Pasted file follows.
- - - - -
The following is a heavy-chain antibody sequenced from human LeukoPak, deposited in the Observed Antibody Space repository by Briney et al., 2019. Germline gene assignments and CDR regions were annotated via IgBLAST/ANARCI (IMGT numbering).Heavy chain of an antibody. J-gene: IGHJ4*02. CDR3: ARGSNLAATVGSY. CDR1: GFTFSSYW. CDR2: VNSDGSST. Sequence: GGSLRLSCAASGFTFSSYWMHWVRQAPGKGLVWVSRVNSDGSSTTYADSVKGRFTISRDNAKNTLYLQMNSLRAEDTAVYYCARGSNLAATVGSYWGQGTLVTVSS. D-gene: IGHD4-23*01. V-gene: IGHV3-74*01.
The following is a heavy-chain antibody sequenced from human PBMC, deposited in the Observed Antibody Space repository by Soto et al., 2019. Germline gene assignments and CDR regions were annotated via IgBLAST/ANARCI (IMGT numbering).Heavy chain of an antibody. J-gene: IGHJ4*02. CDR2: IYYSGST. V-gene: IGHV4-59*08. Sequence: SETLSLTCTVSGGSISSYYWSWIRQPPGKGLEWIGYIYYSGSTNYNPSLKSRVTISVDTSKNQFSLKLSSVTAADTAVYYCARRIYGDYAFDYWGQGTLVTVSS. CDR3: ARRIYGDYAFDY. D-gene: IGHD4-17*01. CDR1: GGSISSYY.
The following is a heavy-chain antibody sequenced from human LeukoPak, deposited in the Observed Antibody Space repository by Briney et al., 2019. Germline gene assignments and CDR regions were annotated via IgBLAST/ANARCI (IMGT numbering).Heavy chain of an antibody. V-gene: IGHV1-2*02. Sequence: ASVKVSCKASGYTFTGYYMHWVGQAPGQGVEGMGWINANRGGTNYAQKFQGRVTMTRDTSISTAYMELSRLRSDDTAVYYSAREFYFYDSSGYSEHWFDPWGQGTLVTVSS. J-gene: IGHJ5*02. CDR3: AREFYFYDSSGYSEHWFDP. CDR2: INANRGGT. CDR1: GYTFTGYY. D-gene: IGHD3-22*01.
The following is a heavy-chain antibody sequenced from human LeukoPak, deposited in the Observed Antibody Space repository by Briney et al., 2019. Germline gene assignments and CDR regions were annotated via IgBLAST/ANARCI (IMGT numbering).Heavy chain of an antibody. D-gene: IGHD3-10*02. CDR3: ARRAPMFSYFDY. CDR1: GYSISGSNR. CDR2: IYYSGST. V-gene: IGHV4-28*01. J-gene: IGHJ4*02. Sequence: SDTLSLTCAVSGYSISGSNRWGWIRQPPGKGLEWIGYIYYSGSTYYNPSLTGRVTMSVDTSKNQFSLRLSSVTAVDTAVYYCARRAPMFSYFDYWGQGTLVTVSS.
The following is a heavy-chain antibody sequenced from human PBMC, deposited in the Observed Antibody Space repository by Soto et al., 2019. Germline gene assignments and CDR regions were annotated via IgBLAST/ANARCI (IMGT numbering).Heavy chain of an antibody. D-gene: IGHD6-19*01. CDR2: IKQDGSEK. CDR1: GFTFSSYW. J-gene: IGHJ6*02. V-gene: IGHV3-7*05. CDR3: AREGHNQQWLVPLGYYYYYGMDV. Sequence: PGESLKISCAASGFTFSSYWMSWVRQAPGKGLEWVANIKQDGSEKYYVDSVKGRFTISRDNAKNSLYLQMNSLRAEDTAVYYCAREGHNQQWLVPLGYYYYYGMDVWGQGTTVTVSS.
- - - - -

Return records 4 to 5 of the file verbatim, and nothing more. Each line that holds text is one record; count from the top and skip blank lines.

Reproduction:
The following is a heavy-chain antibody sequenced from human LeukoPak, deposited in the Observed Antibody Space repository by Briney et al., 2019. Germline gene assignments and CDR regions were annotated via IgBLAST/ANARCI (IMGT numbering).Heavy chain of an antibody. D-gene: IGHD3-10*02. CDR3: ARRAPMFSYFDY. CDR1: GYSISGSNR. CDR2: IYYSGST. V-gene: IGHV4-28*01. J-gene: IGHJ4*02. Sequence: SDTLSLTCAVSGYSISGSNRWGWIRQPPGKGLEWIGYIYYSGSTYYNPSLTGRVTMSVDTSKNQFSLRLSSVTAVDTAVYYCARRAPMFSYFDYWGQGTLVTVSS.
The following is a heavy-chain antibody sequenced from human PBMC, deposited in the Observed Antibody Space repository by Soto et al., 2019. Germline gene assignments and CDR regions were annotated via IgBLAST/ANARCI (IMGT numbering).Heavy chain of an antibody. D-gene: IGHD6-19*01. CDR2: IKQDGSEK. CDR1: GFTFSSYW. J-gene: IGHJ6*02. V-gene: IGHV3-7*05. CDR3: AREGHNQQWLVPLGYYYYYGMDV. Sequence: PGESLKISCAASGFTFSSYWMSWVRQAPGKGLEWVANIKQDGSEKYYVDSVKGRFTISRDNAKNSLYLQMNSLRAEDTAVYYCAREGHNQQWLVPLGYYYYYGMDVWGQGTTVTVSS.